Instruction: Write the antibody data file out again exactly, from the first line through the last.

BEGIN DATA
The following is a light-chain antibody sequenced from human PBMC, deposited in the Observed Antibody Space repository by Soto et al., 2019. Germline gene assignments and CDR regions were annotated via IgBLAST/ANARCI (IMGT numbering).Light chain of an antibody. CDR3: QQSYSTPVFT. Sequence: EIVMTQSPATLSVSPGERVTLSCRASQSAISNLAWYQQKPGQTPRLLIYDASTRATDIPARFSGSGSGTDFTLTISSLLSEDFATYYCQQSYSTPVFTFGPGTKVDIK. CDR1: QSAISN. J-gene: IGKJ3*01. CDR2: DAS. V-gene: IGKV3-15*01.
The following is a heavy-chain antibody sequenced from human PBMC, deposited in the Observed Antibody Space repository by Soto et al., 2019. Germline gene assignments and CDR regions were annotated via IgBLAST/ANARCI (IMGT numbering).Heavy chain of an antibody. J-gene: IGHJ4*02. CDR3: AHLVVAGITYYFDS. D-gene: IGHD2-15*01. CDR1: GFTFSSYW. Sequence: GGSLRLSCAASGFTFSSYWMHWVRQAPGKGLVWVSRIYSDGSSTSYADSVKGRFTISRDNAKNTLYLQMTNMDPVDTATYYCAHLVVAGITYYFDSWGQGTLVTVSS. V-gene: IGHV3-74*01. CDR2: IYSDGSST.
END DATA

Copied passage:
The following is a light-chain antibody sequenced from human PBMC, deposited in the Observed Antibody Space repository by Soto et al., 2019. Germline gene assignments and CDR regions were annotated via IgBLAST/ANARCI (IMGT numbering).Light chain of an antibody. CDR3: QQSYSTPVFT. Sequence: EIVMTQSPATLSVSPGERVTLSCRASQSAISNLAWYQQKPGQTPRLLIYDASTRATDIPARFSGSGSGTDFTLTISSLLSEDFATYYCQQSYSTPVFTFGPGTKVDIK. CDR1: QSAISN. J-gene: IGKJ3*01. CDR2: DAS. V-gene: IGKV3-15*01.
The following is a heavy-chain antibody sequenced from human PBMC, deposited in the Observed Antibody Space repository by Soto et al., 2019. Germline gene assignments and CDR regions were annotated via IgBLAST/ANARCI (IMGT numbering).Heavy chain of an antibody. J-gene: IGHJ4*02. CDR3: AHLVVAGITYYFDS. D-gene: IGHD2-15*01. CDR1: GFTFSSYW. Sequence: GGSLRLSCAASGFTFSSYWMHWVRQAPGKGLVWVSRIYSDGSSTSYADSVKGRFTISRDNAKNTLYLQMTNMDPVDTATYYCAHLVVAGITYYFDSWGQGTLVTVSS. V-gene: IGHV3-74*01. CDR2: IYSDGSST.